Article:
When Admiral Robert J. Papp assumed the duties of the 24th Commandant of the U.S. Coast Guard on May 25, 2010, he also served notice that it won’t be business as usual at headquarters. Papp, unlike his three immediate predecessors, apparently has no intention of setting the world on fire by instituting sweeping changes. Inside the Coast Guard, the proverbial round turn is probably good news. For maritime businesses that trudge along under the collective weight of mounting regulatory burdens, an arguably willing partner now resides in the C-suite.
From Papp’s perspective, the overarching link for all of the Coast Guard’s collective missions is the maritime aspect of their service. The Coast Guard’s most experienced mariner is unapologetic about insisting that everyone under his command experience some aspect of seagoing life. It is here where he has some Coasties nervous and the commercial maritime world sitting up to take notice.
Maritime Regulators: Maritime Focus & Experience Required
At Coast Guard headquarters in March, we asked the Commandant what he would tell other Coast Guard personnel who cannot, due to limited seagoing billets, follow in his footsteps. Papp responded, “There are plenty of other communities in our service that provide tremendous value. However, there is a maritime component to everything that we do. I’ve stopped calling us a seagoing service and now, I say we are a maritime service. But, I don’t let people off the hook – if you are in a maritime service, then you ought to understand what ‘maritime’ is all about. No one has yet made a logical argument to me that there is not value to spending time on the water. If you have not been exposed to being cold, wet, tired and yes – maybe even seasick – then how can you possibly regulate the maritime industry, enforce regulations, etc. I’m not saying it is necessary to be a cutterman, but if you are going to handle credentialing, maybe you ought to go out and ride a commercial ship.”
Papp’s unambiguous respect for the seagoing trades and 200,000+ domestic, credentialed merchant mariners, the change in tone may also signal a renewed effort to continue improvements in the mariner credentialing process at the National Maritime Center (NMC). Papp’s new focus probably had little to do with April’s DHS announcement that the Merchant Marine Personnel Advisory Committee (MERPAC) will be re-established. As a matched pair, they form a happy accident.
The Year of the Family
ADM Papp says that the “Year of the Family” involves enhancing quality of life. And, he does not give the federal government high marks for support extended to Coast Guard families, especially in comparison to the other military branches. “We don’t get the same consideration – we fall under Homeland Security. The Department of Defense can get Economy of Sale because they have large bases. For instance, I now live on what used to be the former Bolling Air Force Base. There are one thousand people there. You can build a Commissary, a PX and services that serve those people effectively. Conversely, our people are spread out geographically and don’t get the same services. They spend three times as much for child care in Department of Defense as they spend on us, per capita. We got some increases in this year’s budget and some billets to expand within the child development centers. Housing is still a concern. The DoD has moved into something they call public-private ventures. DoD people are living in beautiful homes that make ours woefully inadequate. In comparison, I’m embarrassed for my people. We need to do better.”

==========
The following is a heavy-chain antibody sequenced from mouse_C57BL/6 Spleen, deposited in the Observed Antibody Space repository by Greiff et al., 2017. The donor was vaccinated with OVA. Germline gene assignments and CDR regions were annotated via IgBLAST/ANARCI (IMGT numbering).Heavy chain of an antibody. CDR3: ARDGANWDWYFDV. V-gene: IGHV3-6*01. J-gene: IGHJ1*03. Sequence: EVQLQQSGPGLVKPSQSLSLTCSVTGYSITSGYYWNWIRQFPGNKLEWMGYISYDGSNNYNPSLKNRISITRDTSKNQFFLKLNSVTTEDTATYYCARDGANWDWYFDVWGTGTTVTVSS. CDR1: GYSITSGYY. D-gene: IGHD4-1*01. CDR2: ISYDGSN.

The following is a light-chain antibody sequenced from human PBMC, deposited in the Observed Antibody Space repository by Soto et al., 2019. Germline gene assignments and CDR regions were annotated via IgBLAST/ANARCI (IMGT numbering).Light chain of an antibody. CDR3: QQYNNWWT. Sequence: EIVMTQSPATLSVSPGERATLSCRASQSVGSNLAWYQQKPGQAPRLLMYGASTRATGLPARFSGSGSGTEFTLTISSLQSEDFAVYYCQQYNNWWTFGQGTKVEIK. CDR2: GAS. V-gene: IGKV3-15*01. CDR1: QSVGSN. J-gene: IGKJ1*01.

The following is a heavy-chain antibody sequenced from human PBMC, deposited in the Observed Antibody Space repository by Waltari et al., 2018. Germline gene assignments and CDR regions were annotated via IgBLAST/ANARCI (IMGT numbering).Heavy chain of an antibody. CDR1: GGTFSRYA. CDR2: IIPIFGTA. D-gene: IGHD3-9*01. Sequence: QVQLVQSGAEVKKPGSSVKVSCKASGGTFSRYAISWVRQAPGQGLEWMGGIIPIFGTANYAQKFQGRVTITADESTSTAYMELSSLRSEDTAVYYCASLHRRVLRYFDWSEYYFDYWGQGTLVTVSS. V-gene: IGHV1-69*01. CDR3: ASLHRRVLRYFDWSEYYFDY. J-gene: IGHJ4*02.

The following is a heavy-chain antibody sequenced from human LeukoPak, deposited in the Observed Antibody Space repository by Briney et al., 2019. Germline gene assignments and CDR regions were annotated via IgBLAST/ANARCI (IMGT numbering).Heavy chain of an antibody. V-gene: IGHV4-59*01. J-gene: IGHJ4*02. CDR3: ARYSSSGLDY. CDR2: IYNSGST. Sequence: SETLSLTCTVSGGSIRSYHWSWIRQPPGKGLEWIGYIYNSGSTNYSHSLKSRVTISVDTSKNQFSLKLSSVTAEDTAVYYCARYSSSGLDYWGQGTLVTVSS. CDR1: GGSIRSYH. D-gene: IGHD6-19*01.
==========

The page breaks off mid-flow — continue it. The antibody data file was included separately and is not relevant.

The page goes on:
Steadying the Service
Those looking for spectacular, new initiatives from the Coast Guard over the next 3+ years are going to be disappointed. Papp explains, “Since September 11th 2001, we have put this service through multiple stressers. We took on many new responsibilities and in the midst of that, two major things occurred. First, the reorganization efforts by my two predecessors. Reorganization for the right reasons, but they create stress because you’ve got people who already have day jobs who also have to work to accomplish these reorganizations. ADM Collins did it at the field, tactical mission delivery levels by combining our marine safety offices and our group offices into sectors – that upheaval still hasn’t been completed. ADM Allen focused on the strategic level, reorganizing upper leadership structure. That required congressional action to authorize that we never got, so that project was never completed, either. It consumed a lot staff time and energy.”
Papp cites deeper concerns. “We need to wrap up these things so that our people can start focusing on their core competencies. I am concerned that we’ve lost our edge in terms of professional skills. There are warning signals. We’ve lost 14 aviators in the last two years in accidents, recently lost a Petty Officer in a training accident and a couple of boat collisions have happened in the prosecution of cases. I’m concerned and I want to make sure that I’m doing all I can do to prepare our people for success.”